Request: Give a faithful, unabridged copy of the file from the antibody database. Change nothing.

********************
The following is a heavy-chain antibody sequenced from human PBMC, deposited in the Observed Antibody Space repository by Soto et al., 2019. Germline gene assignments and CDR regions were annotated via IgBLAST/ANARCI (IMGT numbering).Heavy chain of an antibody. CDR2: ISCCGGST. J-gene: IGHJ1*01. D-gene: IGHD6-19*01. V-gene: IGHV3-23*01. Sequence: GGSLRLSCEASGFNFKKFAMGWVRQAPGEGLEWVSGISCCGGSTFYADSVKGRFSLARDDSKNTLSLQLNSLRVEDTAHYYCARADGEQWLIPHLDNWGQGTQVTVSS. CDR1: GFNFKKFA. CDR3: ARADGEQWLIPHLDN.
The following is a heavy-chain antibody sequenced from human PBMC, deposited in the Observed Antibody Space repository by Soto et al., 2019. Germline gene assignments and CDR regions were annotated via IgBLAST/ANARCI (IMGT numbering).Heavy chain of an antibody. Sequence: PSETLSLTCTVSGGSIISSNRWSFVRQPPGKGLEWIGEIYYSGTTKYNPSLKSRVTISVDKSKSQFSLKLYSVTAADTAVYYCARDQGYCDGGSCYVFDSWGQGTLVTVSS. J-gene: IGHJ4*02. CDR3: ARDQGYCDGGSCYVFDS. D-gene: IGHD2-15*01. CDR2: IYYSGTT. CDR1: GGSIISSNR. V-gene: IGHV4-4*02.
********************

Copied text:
The following is a heavy-chain antibody sequenced from human PBMC, deposited in the Observed Antibody Space repository by Soto et al., 2019. Germline gene assignments and CDR regions were annotated via IgBLAST/ANARCI (IMGT numbering).Heavy chain of an antibody. CDR2: ISCCGGST. J-gene: IGHJ1*01. D-gene: IGHD6-19*01. V-gene: IGHV3-23*01. Sequence: GGSLRLSCEASGFNFKKFAMGWVRQAPGEGLEWVSGISCCGGSTFYADSVKGRFSLARDDSKNTLSLQLNSLRVEDTAHYYCARADGEQWLIPHLDNWGQGTQVTVSS. CDR1: GFNFKKFA. CDR3: ARADGEQWLIPHLDN.
The following is a heavy-chain antibody sequenced from human PBMC, deposited in the Observed Antibody Space repository by Soto et al., 2019. Germline gene assignments and CDR regions were annotated via IgBLAST/ANARCI (IMGT numbering).Heavy chain of an antibody. Sequence: PSETLSLTCTVSGGSIISSNRWSFVRQPPGKGLEWIGEIYYSGTTKYNPSLKSRVTISVDKSKSQFSLKLYSVTAADTAVYYCARDQGYCDGGSCYVFDSWGQGTLVTVSS. J-gene: IGHJ4*02. CDR3: ARDQGYCDGGSCYVFDS. D-gene: IGHD2-15*01. CDR2: IYYSGTT. CDR1: GGSIISSNR. V-gene: IGHV4-4*02.